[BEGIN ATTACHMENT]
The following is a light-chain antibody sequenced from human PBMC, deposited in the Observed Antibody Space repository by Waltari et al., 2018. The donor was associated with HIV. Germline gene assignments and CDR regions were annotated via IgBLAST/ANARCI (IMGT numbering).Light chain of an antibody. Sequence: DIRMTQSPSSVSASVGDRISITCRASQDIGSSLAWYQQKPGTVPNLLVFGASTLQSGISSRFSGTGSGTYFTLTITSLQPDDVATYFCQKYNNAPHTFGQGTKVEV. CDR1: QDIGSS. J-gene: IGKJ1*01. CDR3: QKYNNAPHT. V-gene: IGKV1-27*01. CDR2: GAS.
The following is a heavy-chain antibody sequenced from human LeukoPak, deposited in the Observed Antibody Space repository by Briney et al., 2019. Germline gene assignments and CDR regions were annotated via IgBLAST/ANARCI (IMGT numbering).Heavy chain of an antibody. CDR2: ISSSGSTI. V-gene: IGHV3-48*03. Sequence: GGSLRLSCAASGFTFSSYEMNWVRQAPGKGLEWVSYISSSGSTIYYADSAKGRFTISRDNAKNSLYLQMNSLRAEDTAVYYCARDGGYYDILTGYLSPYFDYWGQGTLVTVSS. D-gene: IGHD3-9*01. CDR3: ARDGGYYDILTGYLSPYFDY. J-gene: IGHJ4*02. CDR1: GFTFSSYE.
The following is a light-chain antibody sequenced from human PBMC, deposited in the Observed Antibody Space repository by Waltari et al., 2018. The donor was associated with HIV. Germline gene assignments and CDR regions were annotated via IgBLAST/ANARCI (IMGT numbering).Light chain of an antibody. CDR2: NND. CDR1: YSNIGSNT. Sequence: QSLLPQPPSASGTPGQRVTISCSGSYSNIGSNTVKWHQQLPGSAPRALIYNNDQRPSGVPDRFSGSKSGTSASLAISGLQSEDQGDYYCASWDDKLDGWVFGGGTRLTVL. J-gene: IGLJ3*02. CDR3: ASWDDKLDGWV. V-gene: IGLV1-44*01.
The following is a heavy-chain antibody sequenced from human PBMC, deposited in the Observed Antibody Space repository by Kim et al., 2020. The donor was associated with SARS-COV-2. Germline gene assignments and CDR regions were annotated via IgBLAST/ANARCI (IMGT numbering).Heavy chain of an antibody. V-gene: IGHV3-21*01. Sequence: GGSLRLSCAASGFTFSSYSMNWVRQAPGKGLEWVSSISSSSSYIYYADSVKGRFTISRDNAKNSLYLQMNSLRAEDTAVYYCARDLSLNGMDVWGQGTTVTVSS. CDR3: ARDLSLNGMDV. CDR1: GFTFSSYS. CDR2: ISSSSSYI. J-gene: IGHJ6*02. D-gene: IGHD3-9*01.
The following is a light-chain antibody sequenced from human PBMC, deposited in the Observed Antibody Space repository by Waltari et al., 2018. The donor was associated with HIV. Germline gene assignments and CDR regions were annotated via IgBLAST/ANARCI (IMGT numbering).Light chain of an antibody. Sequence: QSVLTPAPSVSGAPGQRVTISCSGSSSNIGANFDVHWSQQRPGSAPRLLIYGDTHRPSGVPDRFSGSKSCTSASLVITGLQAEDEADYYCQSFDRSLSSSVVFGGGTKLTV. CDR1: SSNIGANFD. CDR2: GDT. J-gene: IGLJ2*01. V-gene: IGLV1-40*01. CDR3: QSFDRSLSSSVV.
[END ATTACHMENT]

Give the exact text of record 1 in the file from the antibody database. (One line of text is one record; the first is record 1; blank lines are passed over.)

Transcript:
The following is a light-chain antibody sequenced from human PBMC, deposited in the Observed Antibody Space repository by Waltari et al., 2018. The donor was associated with HIV. Germline gene assignments and CDR regions were annotated via IgBLAST/ANARCI (IMGT numbering).Light chain of an antibody. Sequence: DIRMTQSPSSVSASVGDRISITCRASQDIGSSLAWYQQKPGTVPNLLVFGASTLQSGISSRFSGTGSGTYFTLTITSLQPDDVATYFCQKYNNAPHTFGQGTKVEV. CDR1: QDIGSS. J-gene: IGKJ1*01. CDR3: QKYNNAPHT. V-gene: IGKV1-27*01. CDR2: GAS.